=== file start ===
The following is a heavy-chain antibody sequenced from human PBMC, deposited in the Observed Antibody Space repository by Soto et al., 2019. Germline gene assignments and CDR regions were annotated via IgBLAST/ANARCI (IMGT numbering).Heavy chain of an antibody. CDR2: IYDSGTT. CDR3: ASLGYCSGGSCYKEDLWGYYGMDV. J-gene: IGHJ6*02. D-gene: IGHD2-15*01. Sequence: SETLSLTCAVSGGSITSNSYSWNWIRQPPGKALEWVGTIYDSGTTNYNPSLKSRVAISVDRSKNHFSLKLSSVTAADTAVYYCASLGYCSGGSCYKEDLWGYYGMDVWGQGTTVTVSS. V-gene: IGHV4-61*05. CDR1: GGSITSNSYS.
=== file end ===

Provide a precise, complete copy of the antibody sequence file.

The following is a heavy-chain antibody sequenced from human PBMC, deposited in the Observed Antibody Space repository by Soto et al., 2019. Germline gene assignments and CDR regions were annotated via IgBLAST/ANARCI (IMGT numbering).Heavy chain of an antibody. CDR2: IYDSGTT. CDR3: ASLGYCSGGSCYKEDLWGYYGMDV. J-gene: IGHJ6*02. D-gene: IGHD2-15*01. Sequence: SETLSLTCAVSGGSITSNSYSWNWIRQPPGKALEWVGTIYDSGTTNYNPSLKSRVAISVDRSKNHFSLKLSSVTAADTAVYYCASLGYCSGGSCYKEDLWGYYGMDVWGQGTTVTVSS. V-gene: IGHV4-61*05. CDR1: GGSITSNSYS.